Hard times for Europe

We live in hard times. As people and media seem to be able to swallow only one crisis at the same time, Syria, the Palestine-Israel conflict and murder in parts of Africa have been superseded by Mr. Putin´s actions and turmoil in Ukraine. Considering the participants in this seminar, I probably do not need to convince any of you about the importance of liberal values, especially in these days, when there is an ongoing conflict between liberal, western openness and some very different ideas about how a society should look like.

It might be, to quote a book by V.S. Naipaul, that I am among the believers. In that case I need not repeat views about the advantages and disadvantages of the Union. In this country, like in many others, there is a big number of opinions about its shortcomings. If we are convinced about the value of liberal ideas, this fight has to be fought on many fronts, within the Union, in the East as well as in the West. Many people in the United States claim that liberalism is another word for socialism. Living in hard times means facing a situation that in my view strongly resembles 1961 and the building of the Berlin Wall. John Kennedy famously said Ich bin ein Berliner, whereby he meant that NATO and his country would guarantee that the Soviets could advance to a point, but not farther without bloodshed. It took almost 30 years for the cold war to abate. Agreement on Germany was achieved in 1990 between Gorbachev and Kohl.

Many countries in Europe chose freedom.

One of the consequences of Mr. Putin´s recent activities has been an increased interest for joining the NATO in Sweden and Finland. As you remember, Putin claims that there was an agreement of not enlarging NATO to the former Warsaw pact countries. No such agreement exists. Lacking membership in the NATO both Finland and Sweden have shown interest in different EU military projects. Let me say that EU is a military paper tiger, and that the whole problem would be easily disbursed of if Finland and Sweden would be joining the alliance.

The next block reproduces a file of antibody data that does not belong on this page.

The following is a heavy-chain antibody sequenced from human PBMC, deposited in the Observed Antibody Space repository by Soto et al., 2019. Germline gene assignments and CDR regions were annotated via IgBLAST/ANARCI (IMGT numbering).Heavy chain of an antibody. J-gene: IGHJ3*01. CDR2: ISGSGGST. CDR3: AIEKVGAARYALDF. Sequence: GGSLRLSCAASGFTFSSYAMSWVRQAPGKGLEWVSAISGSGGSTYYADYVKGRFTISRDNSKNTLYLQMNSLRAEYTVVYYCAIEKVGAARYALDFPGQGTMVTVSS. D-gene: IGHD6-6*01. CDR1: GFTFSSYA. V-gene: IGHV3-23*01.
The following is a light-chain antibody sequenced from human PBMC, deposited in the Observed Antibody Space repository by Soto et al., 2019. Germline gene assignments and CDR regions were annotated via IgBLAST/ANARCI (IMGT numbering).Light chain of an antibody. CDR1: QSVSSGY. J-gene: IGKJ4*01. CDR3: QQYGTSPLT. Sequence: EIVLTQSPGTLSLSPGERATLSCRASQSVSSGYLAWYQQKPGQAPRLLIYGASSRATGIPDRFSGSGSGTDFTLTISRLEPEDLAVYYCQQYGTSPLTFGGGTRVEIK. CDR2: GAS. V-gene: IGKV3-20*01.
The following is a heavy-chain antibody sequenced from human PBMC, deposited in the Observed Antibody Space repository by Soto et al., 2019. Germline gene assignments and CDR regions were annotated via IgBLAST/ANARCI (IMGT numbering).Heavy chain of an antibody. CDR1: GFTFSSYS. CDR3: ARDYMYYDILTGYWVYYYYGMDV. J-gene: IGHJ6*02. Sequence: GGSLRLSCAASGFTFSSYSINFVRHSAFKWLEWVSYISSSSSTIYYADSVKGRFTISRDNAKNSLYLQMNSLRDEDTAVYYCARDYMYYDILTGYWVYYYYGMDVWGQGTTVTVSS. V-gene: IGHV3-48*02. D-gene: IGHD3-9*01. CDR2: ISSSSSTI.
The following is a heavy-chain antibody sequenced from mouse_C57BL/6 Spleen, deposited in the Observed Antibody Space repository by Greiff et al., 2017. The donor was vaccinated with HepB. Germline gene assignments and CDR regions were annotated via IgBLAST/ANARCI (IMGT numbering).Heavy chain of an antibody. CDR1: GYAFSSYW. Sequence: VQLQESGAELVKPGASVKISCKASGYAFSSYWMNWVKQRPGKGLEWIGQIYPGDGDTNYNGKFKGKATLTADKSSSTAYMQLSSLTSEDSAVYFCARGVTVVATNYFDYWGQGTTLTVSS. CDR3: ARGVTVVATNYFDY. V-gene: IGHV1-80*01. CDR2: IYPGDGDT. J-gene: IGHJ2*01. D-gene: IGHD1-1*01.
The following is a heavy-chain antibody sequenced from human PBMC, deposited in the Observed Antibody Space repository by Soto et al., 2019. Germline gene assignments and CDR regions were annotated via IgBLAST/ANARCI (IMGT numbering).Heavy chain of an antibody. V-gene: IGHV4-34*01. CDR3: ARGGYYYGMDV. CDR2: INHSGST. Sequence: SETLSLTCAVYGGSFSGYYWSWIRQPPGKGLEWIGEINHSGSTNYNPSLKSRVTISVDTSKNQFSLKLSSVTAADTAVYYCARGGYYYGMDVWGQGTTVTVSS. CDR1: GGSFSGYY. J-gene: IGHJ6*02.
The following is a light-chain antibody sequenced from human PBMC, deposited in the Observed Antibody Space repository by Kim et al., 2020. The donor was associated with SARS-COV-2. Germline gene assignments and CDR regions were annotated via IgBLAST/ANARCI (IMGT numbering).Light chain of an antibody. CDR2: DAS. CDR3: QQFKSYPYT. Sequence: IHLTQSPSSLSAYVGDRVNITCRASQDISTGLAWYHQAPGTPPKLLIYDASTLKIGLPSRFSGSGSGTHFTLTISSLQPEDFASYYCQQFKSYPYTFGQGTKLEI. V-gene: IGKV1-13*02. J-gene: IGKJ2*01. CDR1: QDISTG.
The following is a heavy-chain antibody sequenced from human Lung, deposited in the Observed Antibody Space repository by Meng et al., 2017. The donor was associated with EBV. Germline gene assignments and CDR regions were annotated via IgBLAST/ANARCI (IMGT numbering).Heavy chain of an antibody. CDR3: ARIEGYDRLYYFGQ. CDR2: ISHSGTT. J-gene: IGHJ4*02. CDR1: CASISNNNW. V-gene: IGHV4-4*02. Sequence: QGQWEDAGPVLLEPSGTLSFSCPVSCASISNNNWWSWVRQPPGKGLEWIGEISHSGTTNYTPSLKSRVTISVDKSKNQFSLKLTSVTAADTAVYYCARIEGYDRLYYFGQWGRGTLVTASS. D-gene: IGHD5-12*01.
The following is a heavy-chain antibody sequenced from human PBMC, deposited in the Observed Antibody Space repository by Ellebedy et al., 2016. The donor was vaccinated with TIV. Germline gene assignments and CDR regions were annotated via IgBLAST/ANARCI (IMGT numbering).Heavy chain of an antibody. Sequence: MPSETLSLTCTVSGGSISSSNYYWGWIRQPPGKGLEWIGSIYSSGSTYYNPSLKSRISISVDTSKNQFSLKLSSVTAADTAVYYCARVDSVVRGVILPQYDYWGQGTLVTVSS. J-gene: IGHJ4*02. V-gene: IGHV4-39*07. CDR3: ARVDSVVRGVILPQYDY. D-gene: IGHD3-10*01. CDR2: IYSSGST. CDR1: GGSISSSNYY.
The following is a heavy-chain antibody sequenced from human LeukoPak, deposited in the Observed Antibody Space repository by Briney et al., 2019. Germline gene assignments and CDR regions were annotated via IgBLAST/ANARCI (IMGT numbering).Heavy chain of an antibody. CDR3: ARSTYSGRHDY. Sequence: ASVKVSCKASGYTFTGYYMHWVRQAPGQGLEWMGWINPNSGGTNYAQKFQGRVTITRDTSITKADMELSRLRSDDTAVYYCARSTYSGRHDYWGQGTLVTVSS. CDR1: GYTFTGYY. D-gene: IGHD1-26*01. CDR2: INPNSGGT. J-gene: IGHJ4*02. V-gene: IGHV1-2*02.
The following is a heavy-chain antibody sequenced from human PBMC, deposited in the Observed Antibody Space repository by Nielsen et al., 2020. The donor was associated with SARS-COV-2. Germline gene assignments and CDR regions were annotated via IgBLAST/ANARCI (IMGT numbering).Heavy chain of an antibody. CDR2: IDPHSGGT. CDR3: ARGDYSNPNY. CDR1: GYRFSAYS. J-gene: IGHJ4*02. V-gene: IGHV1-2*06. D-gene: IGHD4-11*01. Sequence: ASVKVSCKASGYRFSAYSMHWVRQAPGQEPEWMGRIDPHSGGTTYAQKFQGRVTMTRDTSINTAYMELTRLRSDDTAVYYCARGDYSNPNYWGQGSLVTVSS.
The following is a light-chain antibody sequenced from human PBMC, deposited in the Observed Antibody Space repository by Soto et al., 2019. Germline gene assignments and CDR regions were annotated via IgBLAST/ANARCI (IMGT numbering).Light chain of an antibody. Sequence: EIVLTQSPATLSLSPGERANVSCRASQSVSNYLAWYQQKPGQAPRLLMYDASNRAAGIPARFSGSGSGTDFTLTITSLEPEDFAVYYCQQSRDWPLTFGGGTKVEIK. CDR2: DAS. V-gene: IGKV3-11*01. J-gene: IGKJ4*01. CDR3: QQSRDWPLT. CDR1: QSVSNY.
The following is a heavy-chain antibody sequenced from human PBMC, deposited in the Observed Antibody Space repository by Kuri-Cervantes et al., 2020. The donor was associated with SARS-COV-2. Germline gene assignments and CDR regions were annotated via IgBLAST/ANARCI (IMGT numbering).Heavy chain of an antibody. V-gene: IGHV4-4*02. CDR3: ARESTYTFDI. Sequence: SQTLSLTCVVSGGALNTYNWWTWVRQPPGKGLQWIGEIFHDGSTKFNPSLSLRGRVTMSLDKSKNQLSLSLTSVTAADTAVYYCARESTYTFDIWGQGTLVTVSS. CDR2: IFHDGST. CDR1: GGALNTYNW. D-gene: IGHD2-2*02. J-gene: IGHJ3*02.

There are many obstacles to this.

Politicians in different parties especially in Finland wish to continue a long tradition, actually since the end of WW2, to keep us non-aligned, despite the wellknown fact that during the cold war we were protected by NATO:s nuclear umbrella.

Sweden has remained formally neutral since 1812, keeping a fragile tactical balance even under WW2, delivering iron ore to the Nazis, doing trade with the west at the same time. Today, many decades later, Sweden has lots of military hardware but very few soldiers on the ground. Sweden has 897 colonels, but only 8 battalions to be commanded by those 897.

You may ask why I am dwelling on these matters today. Especially in Finland there has been much interest and discussion about the economic problems facing the Union and the homegrown problems here. Quoting John Donne you have to remind people that “no man is an island”, and that the developments in Ukraine and Russia will influence us for a long period of time.

And here I might return to the question of liberalism. Russia has never enjoyed any sort of liberal society, except maybe for a brief turbulent period under Jeltsin. There is, as we know, a growing middle class, but on the other hand a surge of nationalist hype, organized by Putin and his henchmen.

Russia is lost as a liberal prospect for a long time.